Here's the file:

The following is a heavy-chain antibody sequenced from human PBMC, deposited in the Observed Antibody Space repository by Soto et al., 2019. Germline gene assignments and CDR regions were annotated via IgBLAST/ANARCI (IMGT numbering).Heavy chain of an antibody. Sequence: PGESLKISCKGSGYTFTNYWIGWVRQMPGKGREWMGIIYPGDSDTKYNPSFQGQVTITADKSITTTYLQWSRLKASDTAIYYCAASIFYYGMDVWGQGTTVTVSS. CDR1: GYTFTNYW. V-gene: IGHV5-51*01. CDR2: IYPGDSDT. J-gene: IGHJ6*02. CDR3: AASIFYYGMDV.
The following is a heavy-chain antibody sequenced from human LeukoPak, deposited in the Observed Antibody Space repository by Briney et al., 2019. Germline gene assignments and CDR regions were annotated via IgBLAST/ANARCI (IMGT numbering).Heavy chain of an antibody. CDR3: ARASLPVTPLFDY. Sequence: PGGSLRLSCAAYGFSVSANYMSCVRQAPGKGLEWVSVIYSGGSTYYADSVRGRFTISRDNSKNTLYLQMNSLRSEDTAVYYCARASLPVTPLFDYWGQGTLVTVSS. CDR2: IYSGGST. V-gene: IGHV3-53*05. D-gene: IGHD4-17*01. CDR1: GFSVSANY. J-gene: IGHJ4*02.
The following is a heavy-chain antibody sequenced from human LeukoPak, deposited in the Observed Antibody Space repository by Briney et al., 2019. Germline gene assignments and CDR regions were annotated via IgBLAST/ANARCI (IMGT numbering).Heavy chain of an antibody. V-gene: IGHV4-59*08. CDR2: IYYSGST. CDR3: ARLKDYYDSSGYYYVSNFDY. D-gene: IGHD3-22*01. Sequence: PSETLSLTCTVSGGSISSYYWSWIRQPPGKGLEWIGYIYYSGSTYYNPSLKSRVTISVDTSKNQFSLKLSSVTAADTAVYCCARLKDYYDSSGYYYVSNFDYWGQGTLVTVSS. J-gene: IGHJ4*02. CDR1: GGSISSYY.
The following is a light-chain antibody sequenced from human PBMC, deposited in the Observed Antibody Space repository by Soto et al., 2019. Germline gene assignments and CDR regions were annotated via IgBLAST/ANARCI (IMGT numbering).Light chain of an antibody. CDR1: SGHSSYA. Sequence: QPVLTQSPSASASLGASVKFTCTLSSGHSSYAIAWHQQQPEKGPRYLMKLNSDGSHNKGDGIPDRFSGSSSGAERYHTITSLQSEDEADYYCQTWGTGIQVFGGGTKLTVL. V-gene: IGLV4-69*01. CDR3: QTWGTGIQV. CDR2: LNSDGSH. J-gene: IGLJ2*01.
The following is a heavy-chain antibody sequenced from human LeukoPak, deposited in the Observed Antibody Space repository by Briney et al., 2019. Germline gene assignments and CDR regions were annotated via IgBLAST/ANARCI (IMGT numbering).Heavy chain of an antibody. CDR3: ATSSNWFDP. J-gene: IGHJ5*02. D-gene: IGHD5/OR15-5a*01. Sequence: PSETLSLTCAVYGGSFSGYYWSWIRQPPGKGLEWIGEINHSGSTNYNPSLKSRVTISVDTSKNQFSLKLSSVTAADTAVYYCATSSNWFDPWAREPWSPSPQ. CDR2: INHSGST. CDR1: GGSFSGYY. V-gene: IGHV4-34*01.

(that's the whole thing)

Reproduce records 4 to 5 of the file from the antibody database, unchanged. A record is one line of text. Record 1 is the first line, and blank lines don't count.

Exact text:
The following is a light-chain antibody sequenced from human PBMC, deposited in the Observed Antibody Space repository by Soto et al., 2019. Germline gene assignments and CDR regions were annotated via IgBLAST/ANARCI (IMGT numbering).Light chain of an antibody. CDR1: SGHSSYA. Sequence: QPVLTQSPSASASLGASVKFTCTLSSGHSSYAIAWHQQQPEKGPRYLMKLNSDGSHNKGDGIPDRFSGSSSGAERYHTITSLQSEDEADYYCQTWGTGIQVFGGGTKLTVL. V-gene: IGLV4-69*01. CDR3: QTWGTGIQV. CDR2: LNSDGSH. J-gene: IGLJ2*01.
The following is a heavy-chain antibody sequenced from human LeukoPak, deposited in the Observed Antibody Space repository by Briney et al., 2019. Germline gene assignments and CDR regions were annotated via IgBLAST/ANARCI (IMGT numbering).Heavy chain of an antibody. CDR3: ATSSNWFDP. J-gene: IGHJ5*02. D-gene: IGHD5/OR15-5a*01. Sequence: PSETLSLTCAVYGGSFSGYYWSWIRQPPGKGLEWIGEINHSGSTNYNPSLKSRVTISVDTSKNQFSLKLSSVTAADTAVYYCATSSNWFDPWAREPWSPSPQ. CDR2: INHSGST. CDR1: GGSFSGYY. V-gene: IGHV4-34*01.